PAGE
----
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The Psychology of Belonging: Why People Become Brand Fans

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Too many marketers are not aware that every decision that a customer makes consists of complex emotions.

One such emotion, that of belonging, is the very reason your brand needs to develop its "why statement."

To understand the complex psychology of belonging, or purpose, let's look at a simple example of that idea in practice. Here's one from the sporting world.

Every four years, the FIFA World Cup is played. Fans from across the globe pack stadiums, pubs, living rooms, and city streets to watch matches. World Cup fans, like those from other sports, adorn themselves in the colors of their country, a ritual that has its roots in medieval tradition, in which people's sense of self and loyalty was tightly associated with their lords' colors and symbols.

Today's fans, while not dressing for battle, are the same—driven by an emotional connection to their team through deep-seated personal motivators. That connection (whether you call it a "desire to belong" or even "purpose") is equal parts a reflection of self and team. Such connections have even been shown to enhance someone's meaning of life.


So, why do we care about how emotionally connected someone can get to a soccer team?

The Psyche of Fans

Fans, by definition, are fanatics about the team or brand. Those brands have developed a very strong sense of being—the why statement. That statement, less of a formal mission statement and more of a sense of purpose, roots the brand into the psyche of fans and motivates them through emotion to take action.

The why statement is a very simple concept. It's the very driving force behind the brand's reason for existence; it's the explanation of why you do what you do.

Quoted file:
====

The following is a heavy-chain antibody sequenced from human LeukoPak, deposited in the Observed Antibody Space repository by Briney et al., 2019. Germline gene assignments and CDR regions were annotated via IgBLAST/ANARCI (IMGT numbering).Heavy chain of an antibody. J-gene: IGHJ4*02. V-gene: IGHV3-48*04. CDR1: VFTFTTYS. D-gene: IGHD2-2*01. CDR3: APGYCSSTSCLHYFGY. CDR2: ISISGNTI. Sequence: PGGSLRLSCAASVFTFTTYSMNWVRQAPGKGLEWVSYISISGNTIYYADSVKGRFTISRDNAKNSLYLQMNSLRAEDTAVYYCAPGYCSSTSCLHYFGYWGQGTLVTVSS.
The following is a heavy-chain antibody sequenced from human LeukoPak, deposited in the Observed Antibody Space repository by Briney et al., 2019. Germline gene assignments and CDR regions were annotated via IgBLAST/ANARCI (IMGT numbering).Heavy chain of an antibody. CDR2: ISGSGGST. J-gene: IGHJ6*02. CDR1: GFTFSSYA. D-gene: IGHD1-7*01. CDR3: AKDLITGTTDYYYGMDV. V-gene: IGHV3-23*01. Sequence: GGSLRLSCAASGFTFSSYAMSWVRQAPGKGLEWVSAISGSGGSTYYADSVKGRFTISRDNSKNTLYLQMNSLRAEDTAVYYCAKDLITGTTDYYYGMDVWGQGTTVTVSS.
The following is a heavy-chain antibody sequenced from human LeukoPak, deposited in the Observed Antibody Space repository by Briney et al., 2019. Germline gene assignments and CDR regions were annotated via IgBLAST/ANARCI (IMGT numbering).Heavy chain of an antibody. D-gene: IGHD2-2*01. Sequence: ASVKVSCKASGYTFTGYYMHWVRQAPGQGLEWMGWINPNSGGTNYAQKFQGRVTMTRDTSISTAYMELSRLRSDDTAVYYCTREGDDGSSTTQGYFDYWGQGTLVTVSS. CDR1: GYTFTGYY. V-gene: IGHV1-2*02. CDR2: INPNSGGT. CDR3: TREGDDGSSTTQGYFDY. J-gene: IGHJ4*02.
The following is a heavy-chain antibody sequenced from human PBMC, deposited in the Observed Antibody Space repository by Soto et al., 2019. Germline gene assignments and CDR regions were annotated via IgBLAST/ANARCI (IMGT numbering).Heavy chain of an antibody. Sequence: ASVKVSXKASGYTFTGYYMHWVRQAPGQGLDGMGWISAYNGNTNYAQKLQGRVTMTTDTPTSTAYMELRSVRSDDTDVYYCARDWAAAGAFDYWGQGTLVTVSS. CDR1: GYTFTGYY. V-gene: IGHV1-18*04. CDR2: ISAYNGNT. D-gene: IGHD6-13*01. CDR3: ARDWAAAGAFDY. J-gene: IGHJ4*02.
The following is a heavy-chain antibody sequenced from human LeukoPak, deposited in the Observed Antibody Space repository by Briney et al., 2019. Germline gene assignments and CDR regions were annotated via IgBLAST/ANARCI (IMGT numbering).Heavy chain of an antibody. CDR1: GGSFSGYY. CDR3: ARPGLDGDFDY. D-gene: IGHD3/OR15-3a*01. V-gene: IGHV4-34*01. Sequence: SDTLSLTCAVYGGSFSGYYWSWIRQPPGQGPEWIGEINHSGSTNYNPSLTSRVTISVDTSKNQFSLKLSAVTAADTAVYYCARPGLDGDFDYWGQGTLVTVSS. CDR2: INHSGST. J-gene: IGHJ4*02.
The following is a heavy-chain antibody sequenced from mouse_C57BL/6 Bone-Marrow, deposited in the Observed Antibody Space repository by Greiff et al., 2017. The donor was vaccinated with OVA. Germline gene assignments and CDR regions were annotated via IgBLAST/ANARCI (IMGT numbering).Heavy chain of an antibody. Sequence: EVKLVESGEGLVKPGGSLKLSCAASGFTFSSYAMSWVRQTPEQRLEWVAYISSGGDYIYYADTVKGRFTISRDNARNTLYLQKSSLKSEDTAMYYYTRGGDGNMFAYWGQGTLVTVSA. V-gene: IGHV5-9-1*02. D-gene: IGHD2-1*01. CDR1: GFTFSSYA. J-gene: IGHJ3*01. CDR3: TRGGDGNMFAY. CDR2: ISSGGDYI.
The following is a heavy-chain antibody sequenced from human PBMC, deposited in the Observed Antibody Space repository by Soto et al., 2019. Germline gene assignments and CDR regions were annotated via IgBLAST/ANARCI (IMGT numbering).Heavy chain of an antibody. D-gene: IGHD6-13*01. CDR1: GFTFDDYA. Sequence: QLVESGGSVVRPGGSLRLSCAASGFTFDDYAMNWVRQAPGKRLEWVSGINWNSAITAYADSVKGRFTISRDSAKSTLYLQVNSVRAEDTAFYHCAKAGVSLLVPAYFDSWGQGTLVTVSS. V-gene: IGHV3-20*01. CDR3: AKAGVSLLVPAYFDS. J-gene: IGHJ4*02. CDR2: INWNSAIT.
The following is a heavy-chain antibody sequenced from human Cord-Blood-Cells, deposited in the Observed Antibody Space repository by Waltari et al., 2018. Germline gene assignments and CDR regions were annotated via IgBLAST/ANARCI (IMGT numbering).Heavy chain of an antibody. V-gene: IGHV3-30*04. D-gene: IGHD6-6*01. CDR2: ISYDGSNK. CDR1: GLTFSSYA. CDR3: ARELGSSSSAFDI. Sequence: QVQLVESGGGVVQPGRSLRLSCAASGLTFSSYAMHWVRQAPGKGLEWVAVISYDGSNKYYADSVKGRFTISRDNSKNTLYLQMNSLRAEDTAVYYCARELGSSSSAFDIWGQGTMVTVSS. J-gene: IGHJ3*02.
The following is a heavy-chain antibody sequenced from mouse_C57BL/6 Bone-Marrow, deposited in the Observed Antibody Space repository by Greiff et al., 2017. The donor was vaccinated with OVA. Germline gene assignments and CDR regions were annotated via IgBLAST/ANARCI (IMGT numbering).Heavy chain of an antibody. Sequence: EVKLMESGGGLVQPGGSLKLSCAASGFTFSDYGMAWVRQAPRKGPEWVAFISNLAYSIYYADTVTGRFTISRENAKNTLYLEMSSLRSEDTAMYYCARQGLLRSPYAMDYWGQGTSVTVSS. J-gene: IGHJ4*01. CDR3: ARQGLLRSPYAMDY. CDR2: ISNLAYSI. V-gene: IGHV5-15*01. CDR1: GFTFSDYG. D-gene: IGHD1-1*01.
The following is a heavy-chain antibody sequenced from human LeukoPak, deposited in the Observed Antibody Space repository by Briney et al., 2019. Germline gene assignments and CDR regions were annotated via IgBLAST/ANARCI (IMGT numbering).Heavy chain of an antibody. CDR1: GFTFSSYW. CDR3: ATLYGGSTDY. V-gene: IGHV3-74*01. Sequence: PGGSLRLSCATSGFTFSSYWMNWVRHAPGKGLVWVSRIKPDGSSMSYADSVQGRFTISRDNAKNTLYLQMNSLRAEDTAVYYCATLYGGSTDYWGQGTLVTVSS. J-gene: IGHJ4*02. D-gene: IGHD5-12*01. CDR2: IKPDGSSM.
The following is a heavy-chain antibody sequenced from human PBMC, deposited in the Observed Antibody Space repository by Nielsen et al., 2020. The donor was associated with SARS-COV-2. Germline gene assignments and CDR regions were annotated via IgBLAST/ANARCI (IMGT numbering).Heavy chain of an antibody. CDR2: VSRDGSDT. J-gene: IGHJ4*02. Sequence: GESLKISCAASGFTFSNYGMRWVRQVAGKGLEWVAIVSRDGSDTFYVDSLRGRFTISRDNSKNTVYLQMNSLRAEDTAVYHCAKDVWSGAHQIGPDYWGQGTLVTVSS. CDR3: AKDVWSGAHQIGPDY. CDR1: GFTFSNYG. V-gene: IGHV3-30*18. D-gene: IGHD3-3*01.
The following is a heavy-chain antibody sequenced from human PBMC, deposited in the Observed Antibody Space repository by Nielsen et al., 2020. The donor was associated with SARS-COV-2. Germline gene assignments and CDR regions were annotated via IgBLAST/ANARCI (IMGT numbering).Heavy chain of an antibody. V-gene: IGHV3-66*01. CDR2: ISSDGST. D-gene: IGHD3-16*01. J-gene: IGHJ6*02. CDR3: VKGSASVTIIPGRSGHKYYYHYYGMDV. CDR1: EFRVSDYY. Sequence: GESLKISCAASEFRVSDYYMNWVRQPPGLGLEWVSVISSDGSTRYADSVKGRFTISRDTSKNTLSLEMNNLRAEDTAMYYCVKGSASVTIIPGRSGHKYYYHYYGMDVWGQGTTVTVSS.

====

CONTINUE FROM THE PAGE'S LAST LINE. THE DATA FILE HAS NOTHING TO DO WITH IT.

Ask any entrepreneur why he or she is in business and that person should say, "Because I want to change the world." For example, Google's why statement is paraphrased as "we want to make information universally accessible and useful." What the company doesn't say is "we're a search engine."

Your why statement is always inspiration and aspiration by nature.

Author Simon Sinek, best known for the concept of the "golden circle," gave a TED talk video about his vision of how leaders can inspire action through simply asking why.

This idea of a why statement (the simple question of asking, "What is your purpose?") is precisely the motivator behind those avid soccer fans.

"Why" is not a matter of the end result but what your cause is.

Going Beyond Buying Into Believing

That is the same motivator that pushes people not to buy but to believe.

Soccer fans, just like fans of any brand, don't see themselves so much as buying products but rather belonging to a larger movement. Such a movement aligns with an individual's sense of self and drives him or her to evangelize the product on behalf of the company.

"The inspired leaders and the inspired organizations, regardless of size and industry, all think and act from the inside out," Sinek says.